In sports, as in life, when you feel good, good things just seem to happen.
If you feel good about your golf game then both your confidence and your scoring will improve.
In order to feel better about your game, then you have to be willing to change the way you think and approach the game.
Many players never play to their fullest potential because they only focus on the physical aspects of their game. The key is to understand the impact that our mental and emotional state has on the outcome of every round.
Feelings such as fear, frustration, disappointment, and even anger are common among many golfers. I have witnessed first hand as an instructor just how much of an affect these feelings can have on one's golf game. To improve your game I would like to suggest the following changes be made in the way you think and approach your game.
The first thing you have to change if you want more enjoyment from your game is your attitude. Having a more positive attitude will allow you to see that the glass is half full, rather than half empty. Unfortunately most golfers think mostly negative thoughts when they play. If you think more about where you do not want to hit the shot, versus where you do want to hit the shot, then you will never conquer this game. Good players have a positive mental attitude and never let negative thoughts ruin a good shot or a great round of golf. The next time you find yourself with a negative thought before a shot, remember to stop, step away from the shot and regroup. Only hit the shot if you have positive thoughts and confidence.
Next, learn to live in the present and not in the past. In order to play better golf you need to focus on what is in front of you, rather than what’s behind you. The way you played on the last hole or last weekend has little to no bearing on the shots you are about to hit right now. Many players are crippled on the first tee because all they can think about before they hit their drive is how poorly they hit that same shot the last time they played the hole. Instead focus in on where and how you want to hit that shot today!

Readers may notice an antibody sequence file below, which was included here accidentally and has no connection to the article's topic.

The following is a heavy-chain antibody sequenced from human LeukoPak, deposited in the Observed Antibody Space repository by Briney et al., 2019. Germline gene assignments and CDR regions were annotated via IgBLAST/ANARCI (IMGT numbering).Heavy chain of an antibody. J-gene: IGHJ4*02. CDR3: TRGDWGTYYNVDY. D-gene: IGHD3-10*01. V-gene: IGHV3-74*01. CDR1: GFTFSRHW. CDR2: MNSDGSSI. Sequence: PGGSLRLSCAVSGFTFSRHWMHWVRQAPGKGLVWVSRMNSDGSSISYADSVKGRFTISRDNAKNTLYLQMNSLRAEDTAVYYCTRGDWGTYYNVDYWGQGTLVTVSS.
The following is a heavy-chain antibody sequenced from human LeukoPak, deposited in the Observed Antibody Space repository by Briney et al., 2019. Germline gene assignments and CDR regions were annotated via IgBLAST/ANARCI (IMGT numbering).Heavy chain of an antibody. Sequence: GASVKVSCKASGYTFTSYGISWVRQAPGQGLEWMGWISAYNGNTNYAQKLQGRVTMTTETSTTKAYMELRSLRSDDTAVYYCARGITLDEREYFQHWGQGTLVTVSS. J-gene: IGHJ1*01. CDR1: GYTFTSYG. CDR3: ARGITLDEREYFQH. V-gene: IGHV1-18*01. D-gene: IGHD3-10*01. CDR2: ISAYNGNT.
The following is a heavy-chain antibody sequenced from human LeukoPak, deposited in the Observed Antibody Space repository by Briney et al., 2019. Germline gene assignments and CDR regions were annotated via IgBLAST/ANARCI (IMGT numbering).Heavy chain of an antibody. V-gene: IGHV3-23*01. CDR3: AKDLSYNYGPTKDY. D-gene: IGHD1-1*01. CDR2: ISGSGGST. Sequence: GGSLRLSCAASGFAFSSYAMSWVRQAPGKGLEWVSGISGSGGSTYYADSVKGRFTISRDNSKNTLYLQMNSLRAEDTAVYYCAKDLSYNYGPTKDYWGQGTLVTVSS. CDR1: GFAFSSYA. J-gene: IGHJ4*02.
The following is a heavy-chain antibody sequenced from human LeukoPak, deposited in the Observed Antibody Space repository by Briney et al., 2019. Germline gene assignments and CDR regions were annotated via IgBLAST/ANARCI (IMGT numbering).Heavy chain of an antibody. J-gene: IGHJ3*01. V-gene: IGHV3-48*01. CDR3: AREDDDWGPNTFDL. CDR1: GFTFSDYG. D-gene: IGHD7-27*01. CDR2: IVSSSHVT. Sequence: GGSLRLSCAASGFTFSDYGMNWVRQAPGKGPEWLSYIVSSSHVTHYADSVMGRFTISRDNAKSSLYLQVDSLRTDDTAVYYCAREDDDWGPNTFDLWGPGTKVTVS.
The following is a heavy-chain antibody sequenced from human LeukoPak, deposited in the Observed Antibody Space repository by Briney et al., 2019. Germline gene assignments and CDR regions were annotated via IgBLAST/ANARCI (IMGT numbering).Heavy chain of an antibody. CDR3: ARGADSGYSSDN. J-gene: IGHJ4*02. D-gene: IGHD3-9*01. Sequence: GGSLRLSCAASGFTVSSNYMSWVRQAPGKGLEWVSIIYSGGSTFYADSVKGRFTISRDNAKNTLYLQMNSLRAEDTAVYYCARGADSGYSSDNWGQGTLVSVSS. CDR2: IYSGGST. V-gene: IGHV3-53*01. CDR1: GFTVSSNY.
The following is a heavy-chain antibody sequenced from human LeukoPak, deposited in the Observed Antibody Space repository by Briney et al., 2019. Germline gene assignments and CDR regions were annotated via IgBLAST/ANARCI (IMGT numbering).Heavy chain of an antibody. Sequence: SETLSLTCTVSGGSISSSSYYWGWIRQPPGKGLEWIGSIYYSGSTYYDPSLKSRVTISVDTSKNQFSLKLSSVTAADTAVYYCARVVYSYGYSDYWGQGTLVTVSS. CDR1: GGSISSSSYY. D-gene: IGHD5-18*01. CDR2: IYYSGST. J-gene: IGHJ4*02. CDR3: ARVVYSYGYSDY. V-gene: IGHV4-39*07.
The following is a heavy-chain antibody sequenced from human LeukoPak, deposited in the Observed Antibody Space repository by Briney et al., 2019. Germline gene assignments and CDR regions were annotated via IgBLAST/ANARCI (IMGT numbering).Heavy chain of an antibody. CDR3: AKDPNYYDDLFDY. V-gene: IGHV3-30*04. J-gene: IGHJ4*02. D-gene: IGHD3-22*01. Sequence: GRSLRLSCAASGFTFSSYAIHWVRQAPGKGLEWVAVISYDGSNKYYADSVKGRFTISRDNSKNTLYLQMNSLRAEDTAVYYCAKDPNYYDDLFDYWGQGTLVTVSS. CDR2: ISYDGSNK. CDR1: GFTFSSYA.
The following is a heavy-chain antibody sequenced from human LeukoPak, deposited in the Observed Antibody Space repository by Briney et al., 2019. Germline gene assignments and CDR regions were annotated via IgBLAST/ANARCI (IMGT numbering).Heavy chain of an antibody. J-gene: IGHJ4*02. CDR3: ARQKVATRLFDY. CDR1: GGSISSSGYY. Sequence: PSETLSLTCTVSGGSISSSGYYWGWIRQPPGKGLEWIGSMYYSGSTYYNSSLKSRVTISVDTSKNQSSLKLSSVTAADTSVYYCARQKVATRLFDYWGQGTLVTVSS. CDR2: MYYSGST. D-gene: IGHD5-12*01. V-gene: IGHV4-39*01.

Visualization is a critical component to playing better golf. It involves painting a positive picture in your mind of just how you see the shot before you hit it. Tour players stand behind their ball and do this before every shot that they make. Instead of thinking and seeing the ball land in the water before you hit it, visualize the ball flying high and landing on the putting surface when you play your next shot over water.
Thinking positive thoughts will lead to better shot making. Making negative comments before you hit shots will only lead to disaster. I have heard more golfers talk themselves out of a good shot by saying things like, “I never hit this fairway” or “I three putted this green the last two times I played it”. Remember the next time you catch yourself thinking negatively before a shot, stop. Change your thought process to a more positive outcome and learn to keep your thoughts to yourself. If you verbalize a negative thought then you are setting yourself up for failure!
To feel good before every shot, always look for 'tension' in your body. Tension can usually be found in your hands, arms or chest. To reduce tension in your hands, simply check your grip pressure and waggle the club a few times. If you feel the handle of the golf club, reduce your grip pressure until you start to feel the head of the club. If you feel tension in your arms, let your arms hang down more naturally, rather than reaching out for the ball. Tension in your chest usually results when you inhale and hold your breath before a shot. Remember to exhale just before you swing for tension-free shots.
Learn to take what the golf course gives you. The way you swing today, the weather, and the way you feel every time you play will be different. Remember that if you make a bad decision that leads to a poor shot, then simply smile, laugh it off and get on with your round.
Finally, dedicate yourself to improving the technical aspects of your game. Improving your overall game is a process that involves understanding both your strengths as well as your weaknesses. When you make the personal commitment to improving your game, both lower scores and your enjoyment for the game will result.
Next Week: Falling Into Golf